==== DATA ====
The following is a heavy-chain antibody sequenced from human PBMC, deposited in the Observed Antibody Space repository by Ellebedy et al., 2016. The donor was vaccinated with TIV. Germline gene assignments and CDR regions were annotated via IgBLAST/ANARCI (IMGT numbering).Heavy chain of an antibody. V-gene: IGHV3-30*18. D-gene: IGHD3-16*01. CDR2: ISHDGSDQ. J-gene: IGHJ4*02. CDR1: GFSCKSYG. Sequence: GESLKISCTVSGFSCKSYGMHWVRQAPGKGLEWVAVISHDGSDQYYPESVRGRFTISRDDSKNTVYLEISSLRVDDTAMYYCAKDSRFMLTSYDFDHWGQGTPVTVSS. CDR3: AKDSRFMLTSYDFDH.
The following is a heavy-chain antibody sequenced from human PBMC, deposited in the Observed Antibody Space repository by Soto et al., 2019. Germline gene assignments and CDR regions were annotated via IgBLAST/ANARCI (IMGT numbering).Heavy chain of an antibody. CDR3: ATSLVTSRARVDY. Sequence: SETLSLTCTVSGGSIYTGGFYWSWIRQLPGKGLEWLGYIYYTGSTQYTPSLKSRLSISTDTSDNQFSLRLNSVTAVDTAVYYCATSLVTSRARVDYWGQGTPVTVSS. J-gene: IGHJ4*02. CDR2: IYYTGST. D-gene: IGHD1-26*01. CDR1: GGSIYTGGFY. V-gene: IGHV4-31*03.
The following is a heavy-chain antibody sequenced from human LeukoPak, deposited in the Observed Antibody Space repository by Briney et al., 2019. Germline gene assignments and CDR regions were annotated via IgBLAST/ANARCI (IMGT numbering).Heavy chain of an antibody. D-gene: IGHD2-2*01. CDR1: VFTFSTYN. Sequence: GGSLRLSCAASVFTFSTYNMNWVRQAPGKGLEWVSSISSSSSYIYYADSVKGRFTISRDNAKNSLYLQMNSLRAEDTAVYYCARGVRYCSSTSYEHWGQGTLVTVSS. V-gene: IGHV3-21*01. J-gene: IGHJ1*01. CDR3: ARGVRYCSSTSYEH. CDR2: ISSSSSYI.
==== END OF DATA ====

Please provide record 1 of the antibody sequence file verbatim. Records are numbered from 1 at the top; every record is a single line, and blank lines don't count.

The following is a heavy-chain antibody sequenced from human PBMC, deposited in the Observed Antibody Space repository by Ellebedy et al., 2016. The donor was vaccinated with TIV. Germline gene assignments and CDR regions were annotated via IgBLAST/ANARCI (IMGT numbering).Heavy chain of an antibody. V-gene: IGHV3-30*18. D-gene: IGHD3-16*01. CDR2: ISHDGSDQ. J-gene: IGHJ4*02. CDR1: GFSCKSYG. Sequence: GESLKISCTVSGFSCKSYGMHWVRQAPGKGLEWVAVISHDGSDQYYPESVRGRFTISRDDSKNTVYLEISSLRVDDTAMYYCAKDSRFMLTSYDFDHWGQGTPVTVSS. CDR3: AKDSRFMLTSYDFDH.